First, there is no such thing as a typical “book.” Books can be any length at all. Period.
For marketing reasons and the expectations of the audience, certain specific genres or sub-genres may have expected ranges of word counts. Epic fantasy tends to run very long, often 200,000 words. Romance novels tend to run short, around 80,000 words. Bestsellers are almost always long, because people feel they are getting a better deal with a heftier book.
Word counts and page lengths are almost wholly separate concepts. Hardbacks (and trade paperbacks, which are normally printed off the same base as a hardback) tend to use larger typefaces and more leading (the space between lines). Paperbacks can get away with smaller fonts and less leading because they aren’t as wide, giving the eye less time to get lost moving across the line. Paperbacks are extremely manipulable. You can find anywhere from 350 to 500 words on a normal paperback page, depending on the publisher’s intent. There are outliers in both directions, of course, but these are rare because they are literally harder to read.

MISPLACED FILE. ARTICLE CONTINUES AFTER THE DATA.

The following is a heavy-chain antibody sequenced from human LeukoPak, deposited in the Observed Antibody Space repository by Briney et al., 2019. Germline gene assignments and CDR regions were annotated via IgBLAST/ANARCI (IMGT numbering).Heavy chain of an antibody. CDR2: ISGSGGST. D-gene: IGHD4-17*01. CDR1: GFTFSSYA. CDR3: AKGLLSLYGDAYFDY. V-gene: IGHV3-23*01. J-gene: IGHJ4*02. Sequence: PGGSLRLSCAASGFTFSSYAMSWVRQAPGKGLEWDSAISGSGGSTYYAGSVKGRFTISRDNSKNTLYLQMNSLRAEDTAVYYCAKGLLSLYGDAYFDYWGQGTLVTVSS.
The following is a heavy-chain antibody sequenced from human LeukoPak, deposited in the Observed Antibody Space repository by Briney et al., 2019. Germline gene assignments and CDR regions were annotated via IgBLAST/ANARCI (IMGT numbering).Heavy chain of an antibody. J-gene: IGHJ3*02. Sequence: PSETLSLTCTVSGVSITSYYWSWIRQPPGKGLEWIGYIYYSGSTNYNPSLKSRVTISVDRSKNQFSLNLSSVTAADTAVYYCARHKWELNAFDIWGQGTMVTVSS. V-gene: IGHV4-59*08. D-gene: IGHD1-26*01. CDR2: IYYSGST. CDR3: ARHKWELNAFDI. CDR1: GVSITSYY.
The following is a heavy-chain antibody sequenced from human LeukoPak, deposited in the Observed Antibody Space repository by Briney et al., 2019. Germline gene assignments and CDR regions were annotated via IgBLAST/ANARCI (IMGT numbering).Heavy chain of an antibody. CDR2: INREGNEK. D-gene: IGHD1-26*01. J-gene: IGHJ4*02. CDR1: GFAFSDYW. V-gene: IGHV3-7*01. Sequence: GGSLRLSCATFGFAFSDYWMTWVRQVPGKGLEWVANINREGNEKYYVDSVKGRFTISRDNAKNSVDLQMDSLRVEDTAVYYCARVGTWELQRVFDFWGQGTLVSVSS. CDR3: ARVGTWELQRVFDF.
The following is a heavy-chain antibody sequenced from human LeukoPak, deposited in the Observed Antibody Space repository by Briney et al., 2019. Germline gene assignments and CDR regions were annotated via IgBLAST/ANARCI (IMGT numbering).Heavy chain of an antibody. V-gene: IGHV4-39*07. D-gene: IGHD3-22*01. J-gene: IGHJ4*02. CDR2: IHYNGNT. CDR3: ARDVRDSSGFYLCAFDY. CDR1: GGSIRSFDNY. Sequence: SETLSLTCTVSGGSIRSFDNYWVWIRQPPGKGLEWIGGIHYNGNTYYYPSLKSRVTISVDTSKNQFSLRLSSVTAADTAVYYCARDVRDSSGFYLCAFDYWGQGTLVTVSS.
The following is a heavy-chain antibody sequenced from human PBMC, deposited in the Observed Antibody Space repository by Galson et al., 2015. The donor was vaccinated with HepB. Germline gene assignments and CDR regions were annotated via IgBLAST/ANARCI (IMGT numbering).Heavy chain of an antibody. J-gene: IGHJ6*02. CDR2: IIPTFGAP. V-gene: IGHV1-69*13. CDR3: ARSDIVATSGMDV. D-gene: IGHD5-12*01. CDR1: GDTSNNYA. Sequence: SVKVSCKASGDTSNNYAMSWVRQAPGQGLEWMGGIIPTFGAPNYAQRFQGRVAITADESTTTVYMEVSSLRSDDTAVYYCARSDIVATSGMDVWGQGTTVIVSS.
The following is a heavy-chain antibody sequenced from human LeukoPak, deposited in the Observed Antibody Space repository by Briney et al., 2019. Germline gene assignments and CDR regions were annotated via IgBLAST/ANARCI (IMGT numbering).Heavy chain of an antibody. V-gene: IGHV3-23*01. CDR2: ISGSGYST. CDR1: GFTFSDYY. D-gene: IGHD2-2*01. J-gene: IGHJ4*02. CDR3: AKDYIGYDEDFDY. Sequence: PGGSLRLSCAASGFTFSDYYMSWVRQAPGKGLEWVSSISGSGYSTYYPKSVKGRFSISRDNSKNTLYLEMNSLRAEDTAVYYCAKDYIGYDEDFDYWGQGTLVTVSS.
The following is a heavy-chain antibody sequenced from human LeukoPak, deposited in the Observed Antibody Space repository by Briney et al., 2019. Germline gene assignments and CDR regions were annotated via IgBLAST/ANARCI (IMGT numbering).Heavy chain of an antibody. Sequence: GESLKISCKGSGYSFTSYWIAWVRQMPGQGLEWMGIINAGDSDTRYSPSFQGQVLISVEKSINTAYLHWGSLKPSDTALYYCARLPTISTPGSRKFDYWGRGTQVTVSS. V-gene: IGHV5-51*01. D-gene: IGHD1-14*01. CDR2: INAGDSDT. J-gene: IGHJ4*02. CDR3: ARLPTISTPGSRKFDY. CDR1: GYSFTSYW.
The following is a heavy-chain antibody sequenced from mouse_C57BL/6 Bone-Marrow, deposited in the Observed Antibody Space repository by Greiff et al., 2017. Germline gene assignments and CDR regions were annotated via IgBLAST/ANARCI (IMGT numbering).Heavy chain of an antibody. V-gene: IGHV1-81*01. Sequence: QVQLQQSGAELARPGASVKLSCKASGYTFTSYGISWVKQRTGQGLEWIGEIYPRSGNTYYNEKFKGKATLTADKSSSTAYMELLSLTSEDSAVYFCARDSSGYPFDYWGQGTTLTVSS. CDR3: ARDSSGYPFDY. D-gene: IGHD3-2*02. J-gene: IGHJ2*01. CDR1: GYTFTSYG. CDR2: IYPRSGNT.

Note that even this is far more than appears on any standard manuscript page. But that’s because manuscripts have little or nothing to do with the final copy.
When writers talk about writing a certain number of pages a day, they mean it uniformly and without exception to my knowledge as a way of internal pressure to put words on paper. The number of words is meaningless. They’ve just found that the mental discipline of forcing themselves to write, to write everyday, and to not wait for creativity to strike is their best way of coping with the difficulties of writing in the first place. Frederik Pohl used to write four pages a day. Other writers have said that they write one page a day. The important part of that clause is “a day,” not the number.